With that general framework, let’s talk about some specifics. One broad area of intervention is consumer protection policies. Restrictions on advertising, i.e. bans against false and misleading advertising, government agencies that try to prevent bad markets from getting into the marketplace in the first place, such as the consumer product safety commission, warning labels on foods and all sorts of other products that try to tell people that there might be negative side effects or some dangers-associated particular products – those are all examples of consumer protection policies. The claim behind those policies is that unscrupulous firms might try to take advantage of naïve or irrational or stupid consumers, sell them things they don’t really need or want, sell them things that are excessively dangerous so that they have side effects that the consumers won’t be aware of and won’t think about. According to this argument, we need government to protect consumers from themselves because firms are trying to systematically sell them things that they don’t want or in ways that might not be actually in the consumers’ interest.
Of course, there’s a teeny bit of truth in that characterization. Some firms sometimes do unscrupulous things. Firms are of course trying to make money, so they want to sell more things to consumers rather than fewer. But that view that we need regulation ignores a whole bunch of realities that need to be taken into account in balancing protection of consumers against having an efficient, well-run marketplace.
First of all, with respect to advertising, there’s amazingly little evidence that advertising gets people to buy things that they don’t want. The vast majority of advertising is trying to get people to buy one manufacturer’s brand instead of another manufacturer’s brand. Think about Coke versus Pepsi. All those ads are doing very little to get people to become cola drinkers. They’re mainly trying to switch you back-and-forth between one brand and the other. And even all the advertising encouraging brand switching seems to be surprisingly ineffective given the amount that firms spend on it. But in any event, it does not seem to systematically con people into buying things they don’t want and don’t need. Advertising also contains lots of information that is useful to consumers. It would be very hard to try to prevent false, misleading advertising without simultaneously preventing the good aspects of advertising.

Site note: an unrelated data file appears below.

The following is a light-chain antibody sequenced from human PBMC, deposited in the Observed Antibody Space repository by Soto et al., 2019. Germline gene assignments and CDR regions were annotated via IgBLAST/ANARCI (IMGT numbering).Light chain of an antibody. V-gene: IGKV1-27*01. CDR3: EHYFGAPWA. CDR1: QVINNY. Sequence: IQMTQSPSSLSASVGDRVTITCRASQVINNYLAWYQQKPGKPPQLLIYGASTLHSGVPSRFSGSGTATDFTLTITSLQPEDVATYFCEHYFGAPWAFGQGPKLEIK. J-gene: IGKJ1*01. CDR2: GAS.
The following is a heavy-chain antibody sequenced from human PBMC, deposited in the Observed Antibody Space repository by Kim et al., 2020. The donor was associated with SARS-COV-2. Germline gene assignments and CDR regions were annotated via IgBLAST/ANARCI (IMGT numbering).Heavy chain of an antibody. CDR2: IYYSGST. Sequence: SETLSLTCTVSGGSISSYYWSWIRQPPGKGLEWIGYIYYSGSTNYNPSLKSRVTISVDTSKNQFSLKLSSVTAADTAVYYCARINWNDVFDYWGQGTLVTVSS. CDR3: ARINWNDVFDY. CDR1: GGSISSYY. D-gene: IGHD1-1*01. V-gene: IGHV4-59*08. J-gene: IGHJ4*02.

A good substitute for advertising are private mechanisms like consumer reports or J.D. Power and Associates or articles in local newspapers about new products or warnings about faulty products and so on. It’s not the case that in the absence of government, consumers would have no ability to get information. There are many sources already, even though the government is trying to protect consumers. And there would likely be far more if the government were trying to take over this role, so consumers would be able to learn from their friends, from their family, from websites, from magazines, from all sorts of sources about which products might be the best, which have the best relation between price and quality, which might be dangerous, and so on and so forth.
Restrictions on advertising are also quite dangerous because they tend to reduce competition. A key way that new businesses, new firms etc. can make inroads against established businesses is by advertising. So any attempt to restrict advertising is going to tend to make firms use weaker claims out of fear of false and misleading claims, and that’s unhealthy for competition in the marketplace, closely related to the next item we’ll get to.
In addition, competition deters false claims. If one car manufacturer is saying things about his cars that are clearly wrong, other than just drive our car because you’ll look good in it, but factual claims about its speed, about its mileage, about whatever, the competing car manufacturers have great incentive to try to debunk those claims. So that’s another huge source of consumer information and protection without any government involvement.
Finally, there is a quasi, a partially government mechanism that helps discipline bad claims and other bad behavior by firms which is toward liability. If you are injured by a product that you’ve purchased, if it made claims that are clearly false and you haven’t been able to benefit in the way the manufacturer promised, the seller promised, then you can sue. Sometimes you can sue in class action suits if there are many people who’ve been injured, and that exercises significant discipline on any business’s desire incentive to make those claims in the first place.